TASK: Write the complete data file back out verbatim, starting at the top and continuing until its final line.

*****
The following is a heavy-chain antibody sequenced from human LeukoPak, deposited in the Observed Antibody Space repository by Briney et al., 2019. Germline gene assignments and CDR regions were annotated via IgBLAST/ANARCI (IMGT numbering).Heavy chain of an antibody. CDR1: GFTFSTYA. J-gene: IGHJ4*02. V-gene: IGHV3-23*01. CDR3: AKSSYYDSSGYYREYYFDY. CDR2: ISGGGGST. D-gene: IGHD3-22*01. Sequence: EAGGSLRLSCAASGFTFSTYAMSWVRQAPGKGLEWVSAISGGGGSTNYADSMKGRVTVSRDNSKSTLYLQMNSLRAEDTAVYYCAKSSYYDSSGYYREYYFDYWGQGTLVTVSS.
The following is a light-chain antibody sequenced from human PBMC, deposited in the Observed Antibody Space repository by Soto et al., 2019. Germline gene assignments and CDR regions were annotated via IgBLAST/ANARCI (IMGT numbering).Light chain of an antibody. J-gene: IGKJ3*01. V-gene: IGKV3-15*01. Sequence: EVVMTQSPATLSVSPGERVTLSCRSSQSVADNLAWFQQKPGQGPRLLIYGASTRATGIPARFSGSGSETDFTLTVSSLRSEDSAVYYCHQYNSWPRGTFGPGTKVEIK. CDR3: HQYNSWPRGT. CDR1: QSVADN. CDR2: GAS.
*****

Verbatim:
The following is a heavy-chain antibody sequenced from human LeukoPak, deposited in the Observed Antibody Space repository by Briney et al., 2019. Germline gene assignments and CDR regions were annotated via IgBLAST/ANARCI (IMGT numbering).Heavy chain of an antibody. CDR1: GFTFSTYA. J-gene: IGHJ4*02. V-gene: IGHV3-23*01. CDR3: AKSSYYDSSGYYREYYFDY. CDR2: ISGGGGST. D-gene: IGHD3-22*01. Sequence: EAGGSLRLSCAASGFTFSTYAMSWVRQAPGKGLEWVSAISGGGGSTNYADSMKGRVTVSRDNSKSTLYLQMNSLRAEDTAVYYCAKSSYYDSSGYYREYYFDYWGQGTLVTVSS.
The following is a light-chain antibody sequenced from human PBMC, deposited in the Observed Antibody Space repository by Soto et al., 2019. Germline gene assignments and CDR regions were annotated via IgBLAST/ANARCI (IMGT numbering).Light chain of an antibody. J-gene: IGKJ3*01. V-gene: IGKV3-15*01. Sequence: EVVMTQSPATLSVSPGERVTLSCRSSQSVADNLAWFQQKPGQGPRLLIYGASTRATGIPARFSGSGSETDFTLTVSSLRSEDSAVYYCHQYNSWPRGTFGPGTKVEIK. CDR3: HQYNSWPRGT. CDR1: QSVADN. CDR2: GAS.